Roman Wall-inscriptions were the social media of ancient Roman culture. Some were painted on buildings to advertise information, while others were used by private individuals to record their experiences (e.g., through images, prayers, greetings to friends, favorite quotations of poetry) by writing with charcoal or scratching texts into wall plaster. The Herculaneum graffiti provide a rare body of several hundred handwritten documents that provide valuable insight into social structures, religion, economy, domestic life, and the realities of spoken versus written language (For interpretive work on graffiti, see Baird and Taylor, Varone 1994, 2012, Clarke, Cooley 2012; of Pompeii, see Benefiel 2010, 2011, Levin-Richardson 2011, Milnor 2014; on Herculaneum graffiti, see Della Corte 1958, Tran Tam Tinh 1988, Guadagno 1988, Langner 2001, Varone 2000, Varone 2012). This paper will discuss some interpretive gains we can make in understanding Roman written culture of the 1st c. CE by studying the Roman graffiti of Herculaneum on-site and in situ. Our paper will first present work from the pilot season
of the Herculaneum Graffiti project, a digital humanities initiative that seeks to identify, record, and analyze these wall-inscriptions using digital technologies that allow for better archaeological context and analysis. Second, we will share how we have begun digitizing Herculaneum’s graffiti, beginning with the publication of the drawn wall inscriptions of Herculaneum in the Epigraphic Database Roma, an international, collaborative database that aims to re-edit and digitize all ancient Greek and Latin inscriptions.
Herculaneum’s graffiti differ from those at Pompeii in number, in the density of their distribution, and in their subject matter. Moreover, there has been far less academic engagement with them. The graffiti of Herculaneum are less numerous than in Pompeii, although we do have many other forms of evidence for Roman hand-writing and literacy, including the wax tablets with the names of hundreds of the inhabitants of Herculaneum (Camodeca), the Album from the Augustalium (CIL IV, 1403, Guadagno, Pagano), and some painted messages on the Decumanus Maximus. As at Pompeii, graffiti in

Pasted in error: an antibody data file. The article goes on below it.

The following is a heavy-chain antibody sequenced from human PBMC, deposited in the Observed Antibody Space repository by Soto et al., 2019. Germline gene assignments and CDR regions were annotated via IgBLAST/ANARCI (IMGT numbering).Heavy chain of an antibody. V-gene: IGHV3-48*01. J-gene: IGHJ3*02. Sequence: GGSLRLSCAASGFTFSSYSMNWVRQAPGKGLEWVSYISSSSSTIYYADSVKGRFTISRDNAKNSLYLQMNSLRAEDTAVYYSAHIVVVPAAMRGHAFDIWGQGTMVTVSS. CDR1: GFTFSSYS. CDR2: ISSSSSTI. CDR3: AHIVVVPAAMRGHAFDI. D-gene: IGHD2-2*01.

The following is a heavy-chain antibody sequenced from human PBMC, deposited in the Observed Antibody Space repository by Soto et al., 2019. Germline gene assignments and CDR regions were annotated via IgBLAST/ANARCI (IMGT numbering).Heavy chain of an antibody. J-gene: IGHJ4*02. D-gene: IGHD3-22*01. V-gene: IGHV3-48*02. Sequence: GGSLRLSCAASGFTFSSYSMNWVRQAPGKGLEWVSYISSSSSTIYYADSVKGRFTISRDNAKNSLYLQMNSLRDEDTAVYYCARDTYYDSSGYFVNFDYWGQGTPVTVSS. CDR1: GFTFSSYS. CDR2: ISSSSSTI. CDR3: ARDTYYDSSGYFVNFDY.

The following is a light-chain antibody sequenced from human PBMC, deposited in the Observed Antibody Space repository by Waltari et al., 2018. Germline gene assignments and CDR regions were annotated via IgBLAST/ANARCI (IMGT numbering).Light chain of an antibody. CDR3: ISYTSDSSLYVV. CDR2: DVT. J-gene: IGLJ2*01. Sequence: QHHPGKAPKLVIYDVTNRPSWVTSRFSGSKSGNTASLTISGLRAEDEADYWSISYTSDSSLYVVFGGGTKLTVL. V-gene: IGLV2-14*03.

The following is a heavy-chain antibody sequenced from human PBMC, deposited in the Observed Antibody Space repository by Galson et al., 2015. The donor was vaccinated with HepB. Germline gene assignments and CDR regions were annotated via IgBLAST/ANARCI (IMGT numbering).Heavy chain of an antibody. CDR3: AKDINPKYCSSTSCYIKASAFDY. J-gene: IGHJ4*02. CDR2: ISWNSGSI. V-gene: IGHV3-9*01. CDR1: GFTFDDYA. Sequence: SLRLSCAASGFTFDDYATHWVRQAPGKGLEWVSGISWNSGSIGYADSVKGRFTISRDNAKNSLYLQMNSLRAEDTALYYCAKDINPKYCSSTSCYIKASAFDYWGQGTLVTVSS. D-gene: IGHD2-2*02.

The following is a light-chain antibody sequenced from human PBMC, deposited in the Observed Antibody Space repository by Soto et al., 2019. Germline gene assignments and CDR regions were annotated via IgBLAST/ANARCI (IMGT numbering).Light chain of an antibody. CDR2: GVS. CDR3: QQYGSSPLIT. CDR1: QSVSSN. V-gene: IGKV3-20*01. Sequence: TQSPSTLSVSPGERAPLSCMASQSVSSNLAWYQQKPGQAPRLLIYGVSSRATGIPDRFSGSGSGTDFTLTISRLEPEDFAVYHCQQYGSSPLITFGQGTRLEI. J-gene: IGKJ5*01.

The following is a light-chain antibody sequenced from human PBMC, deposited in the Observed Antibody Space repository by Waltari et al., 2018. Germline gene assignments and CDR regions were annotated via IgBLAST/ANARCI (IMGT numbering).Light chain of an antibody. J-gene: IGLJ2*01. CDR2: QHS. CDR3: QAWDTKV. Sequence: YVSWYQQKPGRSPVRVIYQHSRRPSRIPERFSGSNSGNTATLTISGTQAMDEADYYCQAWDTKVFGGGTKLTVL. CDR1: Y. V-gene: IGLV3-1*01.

Herculaneum (CIL IV, 10478-10717) occur in every possible interior, exterior, public, and domestic space and cover a range of topics including: poetic inscriptions, names, greetings, lewd drawings, written communications in the form of alphabets, tallies, games, shopping lists, drawings and word-art, and several written in Greek.
Our field season made a careful survey of the state of preservation of the Herculaneum graffiti and created updated records that expand upon the CIL using traditional and digital technologies including RTI photography software, GPS, and GIS mapping. We will discuss our use of RTI, a computational imaging technique, to capture images of incised drawings and a multi-line graffito preserved on a column (Guadagno 1988) where traditional photography techniques proved unable to record the lightly scratched inscriptions. This process has proven successful in studies of graffiti from Egypt, but the field season is a pioneering application to graffiti from Pompeii or Herculaneum. Our work was timely and important, as many of the inscriptions, including those published by Varone (2012) from his photographic campaigns of the 1990s are no longer well preserved, or have disappeared entirely.
An examination of a few Herculaneum graffiti in their archaeological context will demonstrate how considering inscribed drawings alongside written wall inscriptions enriches our overall understanding of social life in Herculaneum. Finally, we will discuss some of the challenges we have faced publishing images in an epigraphic database configured for text. Unlike other epigraphic databases, our project (the Ancient Graffiti Project) will provide an online database of the extant graffiti from the city of Herculaneum, located and mapped onto the plan of the city itself. This emphasis on spatial analysis allows us to see how graffiti interact with each other, and with their physical environment, and can begin to let researchers recognize larger patterns of distribution throughout the urban space of Herculaneum by experiencing graffiti as the citizens of Herculaneum did.